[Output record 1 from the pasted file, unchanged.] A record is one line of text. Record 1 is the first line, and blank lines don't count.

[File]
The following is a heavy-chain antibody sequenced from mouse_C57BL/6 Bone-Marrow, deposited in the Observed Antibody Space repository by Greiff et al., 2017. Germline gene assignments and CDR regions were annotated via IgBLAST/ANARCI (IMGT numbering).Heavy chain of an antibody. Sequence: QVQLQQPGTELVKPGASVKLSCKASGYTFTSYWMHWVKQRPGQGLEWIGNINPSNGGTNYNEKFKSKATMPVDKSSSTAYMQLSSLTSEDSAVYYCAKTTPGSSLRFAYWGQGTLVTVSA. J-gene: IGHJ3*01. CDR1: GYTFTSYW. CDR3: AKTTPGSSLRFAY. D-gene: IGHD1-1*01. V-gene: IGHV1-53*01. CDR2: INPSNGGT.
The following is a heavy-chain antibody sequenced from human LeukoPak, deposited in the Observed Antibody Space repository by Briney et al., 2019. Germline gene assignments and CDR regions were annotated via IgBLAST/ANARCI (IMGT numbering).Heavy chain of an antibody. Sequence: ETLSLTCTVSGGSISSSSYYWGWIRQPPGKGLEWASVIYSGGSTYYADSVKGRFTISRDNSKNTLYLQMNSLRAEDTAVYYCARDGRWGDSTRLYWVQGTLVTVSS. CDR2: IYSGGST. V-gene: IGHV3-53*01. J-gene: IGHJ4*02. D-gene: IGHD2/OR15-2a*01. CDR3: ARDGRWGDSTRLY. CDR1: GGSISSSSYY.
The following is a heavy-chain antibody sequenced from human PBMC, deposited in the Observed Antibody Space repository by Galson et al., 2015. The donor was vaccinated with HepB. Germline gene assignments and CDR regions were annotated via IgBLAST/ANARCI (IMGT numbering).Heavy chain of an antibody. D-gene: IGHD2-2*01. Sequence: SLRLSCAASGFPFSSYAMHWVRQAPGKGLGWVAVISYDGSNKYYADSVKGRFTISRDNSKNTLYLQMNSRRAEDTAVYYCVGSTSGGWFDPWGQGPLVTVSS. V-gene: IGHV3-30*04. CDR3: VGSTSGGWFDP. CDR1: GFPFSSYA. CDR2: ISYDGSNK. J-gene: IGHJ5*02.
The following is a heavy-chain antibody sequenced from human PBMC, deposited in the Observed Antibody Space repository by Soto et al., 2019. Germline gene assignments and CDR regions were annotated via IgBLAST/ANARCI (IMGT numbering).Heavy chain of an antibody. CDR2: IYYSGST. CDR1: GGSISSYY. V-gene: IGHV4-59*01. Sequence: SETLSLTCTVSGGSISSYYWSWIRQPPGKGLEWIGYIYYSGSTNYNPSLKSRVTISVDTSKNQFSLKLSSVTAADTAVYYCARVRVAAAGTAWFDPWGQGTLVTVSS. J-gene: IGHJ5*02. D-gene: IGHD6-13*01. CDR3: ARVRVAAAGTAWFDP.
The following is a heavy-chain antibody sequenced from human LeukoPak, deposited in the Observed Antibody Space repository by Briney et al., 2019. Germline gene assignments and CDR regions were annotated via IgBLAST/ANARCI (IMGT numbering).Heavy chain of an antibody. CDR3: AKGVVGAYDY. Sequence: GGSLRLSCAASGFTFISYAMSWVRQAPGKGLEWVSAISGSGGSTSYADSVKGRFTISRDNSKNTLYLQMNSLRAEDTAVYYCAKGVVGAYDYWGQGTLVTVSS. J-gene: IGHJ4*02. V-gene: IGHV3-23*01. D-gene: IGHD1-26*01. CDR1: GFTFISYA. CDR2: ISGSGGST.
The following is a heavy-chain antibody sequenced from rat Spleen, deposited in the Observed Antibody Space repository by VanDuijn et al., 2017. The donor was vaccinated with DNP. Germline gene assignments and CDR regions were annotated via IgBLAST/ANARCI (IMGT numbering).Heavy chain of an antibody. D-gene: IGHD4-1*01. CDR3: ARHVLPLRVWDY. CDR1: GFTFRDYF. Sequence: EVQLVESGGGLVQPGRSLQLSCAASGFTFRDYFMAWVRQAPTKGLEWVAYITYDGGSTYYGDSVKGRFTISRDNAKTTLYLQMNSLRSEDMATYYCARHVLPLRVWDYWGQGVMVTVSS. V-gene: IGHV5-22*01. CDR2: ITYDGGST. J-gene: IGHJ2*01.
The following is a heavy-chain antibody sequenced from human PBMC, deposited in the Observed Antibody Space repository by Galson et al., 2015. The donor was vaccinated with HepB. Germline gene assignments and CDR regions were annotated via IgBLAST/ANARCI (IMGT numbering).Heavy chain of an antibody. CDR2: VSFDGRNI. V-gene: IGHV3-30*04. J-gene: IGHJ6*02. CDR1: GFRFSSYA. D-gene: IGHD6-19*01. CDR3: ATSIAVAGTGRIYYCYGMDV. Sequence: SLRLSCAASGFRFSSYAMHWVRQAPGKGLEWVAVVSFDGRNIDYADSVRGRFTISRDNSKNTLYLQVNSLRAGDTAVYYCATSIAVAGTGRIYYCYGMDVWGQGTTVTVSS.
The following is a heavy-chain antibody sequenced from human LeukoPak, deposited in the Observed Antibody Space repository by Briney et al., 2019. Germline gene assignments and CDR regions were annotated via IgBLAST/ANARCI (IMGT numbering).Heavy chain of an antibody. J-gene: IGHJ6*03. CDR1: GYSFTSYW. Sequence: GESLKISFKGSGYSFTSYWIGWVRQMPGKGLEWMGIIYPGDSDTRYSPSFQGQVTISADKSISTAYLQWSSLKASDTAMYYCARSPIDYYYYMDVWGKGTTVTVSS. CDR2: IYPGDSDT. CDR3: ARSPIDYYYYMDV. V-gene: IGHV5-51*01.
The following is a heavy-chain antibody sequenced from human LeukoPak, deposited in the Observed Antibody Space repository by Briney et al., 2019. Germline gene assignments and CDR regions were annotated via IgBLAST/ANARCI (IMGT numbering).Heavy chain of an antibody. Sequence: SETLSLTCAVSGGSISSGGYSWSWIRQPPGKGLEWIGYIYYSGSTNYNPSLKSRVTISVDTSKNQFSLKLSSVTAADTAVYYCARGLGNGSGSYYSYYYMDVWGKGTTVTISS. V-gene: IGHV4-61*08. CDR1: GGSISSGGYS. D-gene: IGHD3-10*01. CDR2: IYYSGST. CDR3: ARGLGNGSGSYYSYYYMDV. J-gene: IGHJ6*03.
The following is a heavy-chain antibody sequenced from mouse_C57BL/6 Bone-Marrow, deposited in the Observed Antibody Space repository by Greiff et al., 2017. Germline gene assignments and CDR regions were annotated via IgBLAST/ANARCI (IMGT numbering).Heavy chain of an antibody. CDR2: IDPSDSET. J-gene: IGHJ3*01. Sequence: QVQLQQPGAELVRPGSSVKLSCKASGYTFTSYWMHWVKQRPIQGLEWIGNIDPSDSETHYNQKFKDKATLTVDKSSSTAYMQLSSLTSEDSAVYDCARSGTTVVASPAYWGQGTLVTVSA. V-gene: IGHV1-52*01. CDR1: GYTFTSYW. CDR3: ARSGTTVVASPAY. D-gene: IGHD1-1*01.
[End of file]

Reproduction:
The following is a heavy-chain antibody sequenced from mouse_C57BL/6 Bone-Marrow, deposited in the Observed Antibody Space repository by Greiff et al., 2017. Germline gene assignments and CDR regions were annotated via IgBLAST/ANARCI (IMGT numbering).Heavy chain of an antibody. Sequence: QVQLQQPGTELVKPGASVKLSCKASGYTFTSYWMHWVKQRPGQGLEWIGNINPSNGGTNYNEKFKSKATMPVDKSSSTAYMQLSSLTSEDSAVYYCAKTTPGSSLRFAYWGQGTLVTVSA. J-gene: IGHJ3*01. CDR1: GYTFTSYW. CDR3: AKTTPGSSLRFAY. D-gene: IGHD1-1*01. V-gene: IGHV1-53*01. CDR2: INPSNGGT.